The pressing need for sustainable energy storage solutions has been accelerated by global efforts to transition to renewable energy sources and mitigate climate change. Conventional energy storage technologies predominantly rely on inorganic materials such as lithium, cobalt and nickel, which present significant challenges in terms of resource scarcity, environmental impact and supply chain ethics. Organic batteries, composed of carbon-based molecules, offer an alternative that addresses these concerns.

Unlike inorganic batteries, organic batteries utilize materials that are abundant, low-cost and environmentally benign. Furthermore, their molecular structure can be engineered at the synthetic level, providing unique opportunities for optimization in terms of energy density.

Used batteries for disposal. Source: Roberto Sorin/UnsplashUsed batteries for disposal. Source: Roberto Sorin/Unsplash

Limitations of conventional inorganic materials

Traditional lithium-ion batteries (LIBs) and other inorganic-based rechargeable batteries face multiple challenges, including limited resource availability, high costs and environmental concerns. Layered oxides, spinel oxides, polyphosphates and Prussian blue compounds, while efficient, are not sustainable in the long term.

Organic electrode materials (OEMs) offer a compelling alternative due to their environmental friendliness, abundant resources and structural designability. These materials are not only versatile but can also be synthesized from easily accessible raw materials via common organic synthesis reactions.

How lithium-ion batteries work diagram. Source: U.S. Argonne National Laboratory/FlickrHow lithium-ion batteries work diagram. Source: U.S. Argonne National Laboratory/Flickr

Historical context

The concept of using OEMs in rechargeable batteries dates back to 1969, paralleling the development of LIBs. Early experiments focused on quinone electrodes and demonstrated reversible redox reactions.

In the 1970s, the discovery of conductive polymers like polyaniline paved the way for their use in rechargeable batteries. While they displayed good cycling stability, their capacity was low, attributed to low doping levels.

The development of synthesis technologies has led to the creation of conjugated polymers with multiple redox-active groups. These are emerging as strong candidates for high-performance rechargeable batteries, gaining increased attention over the past decade.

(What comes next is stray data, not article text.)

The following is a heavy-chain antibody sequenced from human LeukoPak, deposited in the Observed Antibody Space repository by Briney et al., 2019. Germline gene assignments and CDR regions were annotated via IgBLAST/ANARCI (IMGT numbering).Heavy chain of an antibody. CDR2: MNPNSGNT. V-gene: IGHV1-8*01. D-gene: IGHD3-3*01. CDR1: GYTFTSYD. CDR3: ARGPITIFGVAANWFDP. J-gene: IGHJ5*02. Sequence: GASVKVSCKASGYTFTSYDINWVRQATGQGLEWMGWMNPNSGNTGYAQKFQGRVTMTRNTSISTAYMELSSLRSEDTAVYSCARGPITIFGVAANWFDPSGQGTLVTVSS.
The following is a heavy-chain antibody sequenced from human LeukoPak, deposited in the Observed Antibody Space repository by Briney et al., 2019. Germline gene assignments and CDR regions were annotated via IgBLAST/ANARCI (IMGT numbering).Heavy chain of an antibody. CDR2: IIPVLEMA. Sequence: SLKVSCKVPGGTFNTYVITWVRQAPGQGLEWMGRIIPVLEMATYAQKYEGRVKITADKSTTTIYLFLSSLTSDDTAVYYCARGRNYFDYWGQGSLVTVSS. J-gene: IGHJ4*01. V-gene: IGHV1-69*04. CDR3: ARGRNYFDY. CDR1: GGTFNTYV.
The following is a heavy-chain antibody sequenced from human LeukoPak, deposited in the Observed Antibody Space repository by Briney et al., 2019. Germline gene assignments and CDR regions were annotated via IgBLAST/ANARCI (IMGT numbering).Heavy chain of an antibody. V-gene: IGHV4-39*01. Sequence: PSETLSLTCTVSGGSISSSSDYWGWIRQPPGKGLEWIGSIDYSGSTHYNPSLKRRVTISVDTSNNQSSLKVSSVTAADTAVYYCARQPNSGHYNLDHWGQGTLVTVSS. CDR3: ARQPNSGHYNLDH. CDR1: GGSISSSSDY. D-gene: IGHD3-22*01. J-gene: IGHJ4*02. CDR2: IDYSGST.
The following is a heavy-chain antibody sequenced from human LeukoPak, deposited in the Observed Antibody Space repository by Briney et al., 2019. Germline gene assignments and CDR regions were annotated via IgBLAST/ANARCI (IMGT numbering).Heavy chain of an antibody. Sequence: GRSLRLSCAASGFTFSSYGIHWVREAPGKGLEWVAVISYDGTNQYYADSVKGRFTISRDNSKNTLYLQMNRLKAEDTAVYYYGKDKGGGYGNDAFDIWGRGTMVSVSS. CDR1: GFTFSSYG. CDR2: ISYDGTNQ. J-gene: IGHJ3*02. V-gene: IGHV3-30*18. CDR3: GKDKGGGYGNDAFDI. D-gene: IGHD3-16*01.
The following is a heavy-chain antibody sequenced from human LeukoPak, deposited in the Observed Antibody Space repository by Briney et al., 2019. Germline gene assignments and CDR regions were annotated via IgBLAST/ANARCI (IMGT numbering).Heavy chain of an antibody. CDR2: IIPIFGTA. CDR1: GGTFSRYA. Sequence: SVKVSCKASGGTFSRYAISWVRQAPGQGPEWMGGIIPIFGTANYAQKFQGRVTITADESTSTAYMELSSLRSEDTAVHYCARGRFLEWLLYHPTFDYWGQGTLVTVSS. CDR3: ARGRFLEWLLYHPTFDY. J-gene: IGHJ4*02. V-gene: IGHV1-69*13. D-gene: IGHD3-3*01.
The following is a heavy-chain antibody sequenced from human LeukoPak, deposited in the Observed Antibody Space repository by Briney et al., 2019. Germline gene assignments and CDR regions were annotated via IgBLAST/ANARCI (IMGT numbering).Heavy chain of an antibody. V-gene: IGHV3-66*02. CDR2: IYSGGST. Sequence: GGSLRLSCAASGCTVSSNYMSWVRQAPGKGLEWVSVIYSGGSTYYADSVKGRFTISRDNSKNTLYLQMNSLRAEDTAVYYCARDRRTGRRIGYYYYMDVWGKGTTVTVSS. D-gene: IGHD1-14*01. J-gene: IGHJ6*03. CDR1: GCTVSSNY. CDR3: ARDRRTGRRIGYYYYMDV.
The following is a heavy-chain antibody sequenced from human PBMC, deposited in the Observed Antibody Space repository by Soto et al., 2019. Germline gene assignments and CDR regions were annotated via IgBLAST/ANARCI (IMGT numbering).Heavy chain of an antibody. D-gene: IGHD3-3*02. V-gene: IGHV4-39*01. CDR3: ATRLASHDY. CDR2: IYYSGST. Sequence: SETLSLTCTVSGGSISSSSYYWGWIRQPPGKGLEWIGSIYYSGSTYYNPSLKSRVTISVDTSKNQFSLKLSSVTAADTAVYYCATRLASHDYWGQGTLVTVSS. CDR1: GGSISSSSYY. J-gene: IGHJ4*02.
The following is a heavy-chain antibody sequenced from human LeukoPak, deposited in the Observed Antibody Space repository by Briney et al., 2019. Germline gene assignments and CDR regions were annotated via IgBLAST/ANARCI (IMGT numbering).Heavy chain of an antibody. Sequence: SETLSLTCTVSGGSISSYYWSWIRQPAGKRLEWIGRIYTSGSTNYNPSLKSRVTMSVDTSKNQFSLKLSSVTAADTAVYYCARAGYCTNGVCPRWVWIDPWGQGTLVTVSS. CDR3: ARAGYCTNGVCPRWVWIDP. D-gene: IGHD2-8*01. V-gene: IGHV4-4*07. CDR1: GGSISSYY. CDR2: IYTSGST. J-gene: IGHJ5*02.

The evolution of OEMs in energy storage systems

Since the initial study on quinone electrodes back in 1969, OEMs have undergone significant development, diversifying into various types of redox-active materials like small molecules and conductive polymers. The versatility of these materials lies in their facile synthesis and tunable structures, allowing for a wide range of applications from traditional lithium-ion batteries to innovative metal-ion batteries. Yet, despite their promise, OEMs have been hampered by poor electronic conductivity and stability.

Battery design based on OEMs

OEM-based full batteries have gradually emerged as a promising alternative to traditional LIBs. These full batteries typically employ a p-type organic electrode in combination with a common n-type organic electrode. The mass-energy density of full organic batteries is significantly influenced by factors such as electrode materials, the ratio of anode to cathode materials, and the electrolyte type and quantity.

All-organic full batteries

In the domain of lab-level research, all-organic full batteries have made significant strides. For instance, some researchers utilized a series of oxocarbon salts to prepare fast rechargeable batteries that demonstrated a discharge capacity of 212 mAh/g due to rapid K+ diffusion. Similarly, researchers have reported impressive energy densities and cycle lives in their respective all-organic symmetric batteries. Recent advancements also include research on all-organic proton batteries, showing high reversible capacity and good cycling stability.

OEM-based redox flow cells are also gaining traction for large-scale energy storage. These cells offer promising long-term cycling performance and capacity.

OEM-based hybrid full batteries